The dissection of Man

"The noblest pleasure is the joy of understanding." A gallery in honor of Leonardo di ser Piero da Vinci. Presenting hand drawn creations of Leonardo's personal study of human anatomy, as well as stereotypical human qualities of their generation. This gallery specifically focuses on Leonardo's personal hand drawn creations.

Superficial anatomy of the shoulder and neck (recto), Leonardo da Vinci, c.1510, From the collection of: Royal Collection Trust, UK
A personal study dedicated to the understanding of human's upper body muscle structure. This iteration having both drawn creations and notes backing each drawing proving facts among theories made in these creations. In the top right corner of the image there an example of Leonardo's 'thread model'. This iteration perceived muscles as single cords against the bone, giving an internal structure to muscle diameter.
Leonardo da Vinci, Bust of a warrior in profile, a silverpoint drawing, 1475/1480, From the collection of: British Museum
In study of Leonardo's teacher, Andrea Verrocchio, an incredibly detailed image outlining the ability at this man's disposal. The amount of patience required to outline details such as individual strains of hair among other as well as the perfectly outlined armour presents more reason on the amount of talent this individual withheld This was created using a metalpoint, specifically used to train apprentice artist' teaching patience and discipline.
Leonardo da Vinci, The Abdomen and Leg of a Man, a drawing, 1506/1510, From the collection of: British Museum
This is the study of the left side of a nude adult man showing increased knowledge of human anatomy. It was believed that Leonardo dissected a human prior to his creations due to the extensive detail in muscle structure. Leonardo's detail of muscle is shown through skin meaning Leonardo was able to draw from perspectives in layers. Meaning he was able to begin drawing from the bone to muscle and finally skin.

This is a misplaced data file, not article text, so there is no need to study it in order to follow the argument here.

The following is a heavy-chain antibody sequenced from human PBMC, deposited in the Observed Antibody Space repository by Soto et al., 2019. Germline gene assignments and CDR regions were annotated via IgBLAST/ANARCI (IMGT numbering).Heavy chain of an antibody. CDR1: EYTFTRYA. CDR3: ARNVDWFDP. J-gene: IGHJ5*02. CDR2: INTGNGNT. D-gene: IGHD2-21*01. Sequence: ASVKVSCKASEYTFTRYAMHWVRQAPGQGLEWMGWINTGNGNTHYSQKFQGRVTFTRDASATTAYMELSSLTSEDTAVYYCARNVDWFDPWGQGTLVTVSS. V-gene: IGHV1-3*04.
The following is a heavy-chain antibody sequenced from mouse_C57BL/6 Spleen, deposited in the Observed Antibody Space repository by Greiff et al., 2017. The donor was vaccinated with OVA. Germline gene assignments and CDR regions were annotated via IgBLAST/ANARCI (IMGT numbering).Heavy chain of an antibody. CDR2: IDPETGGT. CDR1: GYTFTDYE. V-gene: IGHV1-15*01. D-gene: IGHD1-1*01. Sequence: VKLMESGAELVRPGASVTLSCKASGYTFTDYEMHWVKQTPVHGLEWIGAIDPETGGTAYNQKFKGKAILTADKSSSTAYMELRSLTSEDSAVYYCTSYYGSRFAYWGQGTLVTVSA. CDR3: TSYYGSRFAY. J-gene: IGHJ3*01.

recto: Study for the Head of a Soldier in the Battle of Anghiari, Leonardo da Vinci, ca. 1504–1505, From the collection of: Museum of Fine Arts, Budapest
Another study which originated to be presented in the Hall of the Grand Council in Florence for the deteriorated Battle of Anghiari mural. During development, constant interruptions caused Leonardo to withhold finishing this creation but during this process, developed a oil based technique for wall painting which led this creation to be one of the principal sights in Florence. Extensive detail and consistency regarding this method exploits incredible detail among facial features. Skin being given a high quality texture with eyes, nose and mouth showing a form of emotion.
Half-Length Figure of an Apostle, 1493-1495, Leonardo da Vinci, 1493-1595, From the collection of: Albertina
Another creation of metal point exploiting incredible detail within every aspect of this piece. Beginning with the face, we have continued to see high detail in hair quality; in this circumstance age is clearly depicted. Clothing is highly detailed showing forms of age with the roughness and multiple colored textures.